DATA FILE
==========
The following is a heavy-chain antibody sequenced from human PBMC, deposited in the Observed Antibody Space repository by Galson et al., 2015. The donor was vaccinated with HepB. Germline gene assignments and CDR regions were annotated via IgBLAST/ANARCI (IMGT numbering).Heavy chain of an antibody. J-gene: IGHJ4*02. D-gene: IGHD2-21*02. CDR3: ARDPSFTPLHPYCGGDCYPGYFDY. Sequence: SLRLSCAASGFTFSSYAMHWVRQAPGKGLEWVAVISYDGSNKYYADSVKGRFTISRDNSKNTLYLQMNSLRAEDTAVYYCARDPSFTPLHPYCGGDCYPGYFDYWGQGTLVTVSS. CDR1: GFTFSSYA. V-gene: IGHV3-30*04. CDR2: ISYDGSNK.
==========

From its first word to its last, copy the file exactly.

The following is a heavy-chain antibody sequenced from human PBMC, deposited in the Observed Antibody Space repository by Galson et al., 2015. The donor was vaccinated with HepB. Germline gene assignments and CDR regions were annotated via IgBLAST/ANARCI (IMGT numbering).Heavy chain of an antibody. J-gene: IGHJ4*02. D-gene: IGHD2-21*02. CDR3: ARDPSFTPLHPYCGGDCYPGYFDY. Sequence: SLRLSCAASGFTFSSYAMHWVRQAPGKGLEWVAVISYDGSNKYYADSVKGRFTISRDNSKNTLYLQMNSLRAEDTAVYYCARDPSFTPLHPYCGGDCYPGYFDYWGQGTLVTVSS. CDR1: GFTFSSYA. V-gene: IGHV3-30*04. CDR2: ISYDGSNK.